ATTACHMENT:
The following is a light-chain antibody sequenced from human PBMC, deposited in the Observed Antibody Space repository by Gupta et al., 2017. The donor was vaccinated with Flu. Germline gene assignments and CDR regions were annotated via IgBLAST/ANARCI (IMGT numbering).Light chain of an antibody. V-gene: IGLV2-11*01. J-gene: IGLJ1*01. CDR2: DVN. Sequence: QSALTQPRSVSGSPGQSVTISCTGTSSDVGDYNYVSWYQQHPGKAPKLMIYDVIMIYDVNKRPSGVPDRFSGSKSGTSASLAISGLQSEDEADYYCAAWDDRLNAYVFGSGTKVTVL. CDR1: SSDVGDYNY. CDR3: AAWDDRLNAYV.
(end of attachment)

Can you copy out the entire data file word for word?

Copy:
The following is a light-chain antibody sequenced from human PBMC, deposited in the Observed Antibody Space repository by Gupta et al., 2017. The donor was vaccinated with Flu. Germline gene assignments and CDR regions were annotated via IgBLAST/ANARCI (IMGT numbering).Light chain of an antibody. V-gene: IGLV2-11*01. J-gene: IGLJ1*01. CDR2: DVN. Sequence: QSALTQPRSVSGSPGQSVTISCTGTSSDVGDYNYVSWYQQHPGKAPKLMIYDVIMIYDVNKRPSGVPDRFSGSKSGTSASLAISGLQSEDEADYYCAAWDDRLNAYVFGSGTKVTVL. CDR1: SSDVGDYNY. CDR3: AAWDDRLNAYV.